Pains of Being Pure At Heart Are Fuzzy

Pains of Being Pure At Heart Are Fuzzy
"There's nothing I like more than stepping on the fuzz pedal and playing loud," says Kip Berman, frontman for the Pains of Being Pure At Heart. "Not to be all Marty McFly about it, like that opening scene in Back To The Future, but there's something fundamentally satisfying about playing guitar loud, like Swervedriver or Kevin Shields."

Exactly 12 seconds into his band's new album, Belong, you can hear what he means. At that very mark in the title track, Berman's foot detonates a blast of crunchy overdrive ― the kind last heard on Smashing Pumpkins' "Cherub Rock." Sure, the Pains' debut album had fleeting moments where distortion took over, but it was nothing like this. Twee as fuck? Not anymore.

Belong has more of these instances, like the affectionate bubble-grunge of "Even in Dreams" and the buzz-saw squall that propels "Girl of 1000 Dreams." Berman says that augmenting the guitars was all part of their plan to hit the listener with all they got. "By bringing the guitars to the fore we wanted to create something that was immediate and visceral and powerful in the moment, so that you don't need to know 17 other bands to appreciate our music," he explains.

True, when the Pains of Being Pure At Heart first dropped their debut back in February 2009, they were an indie pop-obsessed geek's dream, combining the sensitivity of the Field Mice with the swirling noise of pre-Creation era My Bloody Valentine. But thanks to constant touring and shows like 90210 using their song "Young Adult Friction" for a key prom scene, Belong arrives with a much more widespread rush of anticipation.

Berman says that despite keeping his foot on the fuzz pedal longer, the band's goal hasn't changed too much. "The impulse of our band has always been about noisy pop music, so we've never valued anything above songwriting," he says. "So, for us we just write the best songs we can and play them competently, which is always hard for us to begin with."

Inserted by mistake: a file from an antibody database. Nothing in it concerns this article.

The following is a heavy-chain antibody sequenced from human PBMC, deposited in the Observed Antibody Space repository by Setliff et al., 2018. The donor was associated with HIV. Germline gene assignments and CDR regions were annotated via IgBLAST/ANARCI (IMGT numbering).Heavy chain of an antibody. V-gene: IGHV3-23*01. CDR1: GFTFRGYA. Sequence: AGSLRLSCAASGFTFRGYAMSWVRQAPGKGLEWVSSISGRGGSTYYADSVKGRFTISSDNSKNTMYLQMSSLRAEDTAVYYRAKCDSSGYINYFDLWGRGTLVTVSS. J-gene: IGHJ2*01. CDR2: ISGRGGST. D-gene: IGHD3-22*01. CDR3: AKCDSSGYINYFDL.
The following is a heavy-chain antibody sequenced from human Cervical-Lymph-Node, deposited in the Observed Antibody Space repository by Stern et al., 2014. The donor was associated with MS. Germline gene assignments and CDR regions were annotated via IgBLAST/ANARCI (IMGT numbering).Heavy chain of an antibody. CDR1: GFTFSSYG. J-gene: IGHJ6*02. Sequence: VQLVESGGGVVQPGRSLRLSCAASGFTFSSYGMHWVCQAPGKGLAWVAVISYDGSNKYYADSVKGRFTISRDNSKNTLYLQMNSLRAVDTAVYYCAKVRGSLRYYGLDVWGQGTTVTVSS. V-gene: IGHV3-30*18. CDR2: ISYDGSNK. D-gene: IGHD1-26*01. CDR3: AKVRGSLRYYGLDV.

For Belong, the Pains got help from two of the most respected names in the business: producer Flood and mixer Alan Moulder, regular collaborators and business partners who together have worked on modern classics like the Smashing Pumpkins' Melon Collie & the Infinite Sadness and Nine Inch Nails' The Downward Spiral. Berman still sounds like he's in disbelief when he talks about working with them.

"It was not a normal experience for an indie pop band making their second release on Slumberland Records to get a chance to go into the studio with them," he says. "Flood really brings the best out of the bands he works with. We really found a way to become even more ourselves and write songs that were even more related to who we are as people and our backgrounds on this album than the first one. And there's something about Alan's intuitive touch for making this great big and beautiful rock music. There was this total sense of trust going into the mixing room with him and just knowing that Alan Moulder was mixing our album. He doesn't fuck up. If it sucks, it's our fault."

Luckily for Berman and his bandmates, Belong doesn't suck. And despite his self-deprecating tone, the second Pains album one day will, ahem, belong up there with the rest of the albums on Flood and Moulder's résumé. "I don't know if they feel good about us being on their résumés," he says. "For us it's a coup. For them it's, 'Man, the times they're a changin'. The world really is ending.' They're probably gonna go into Wikipedia and erase us."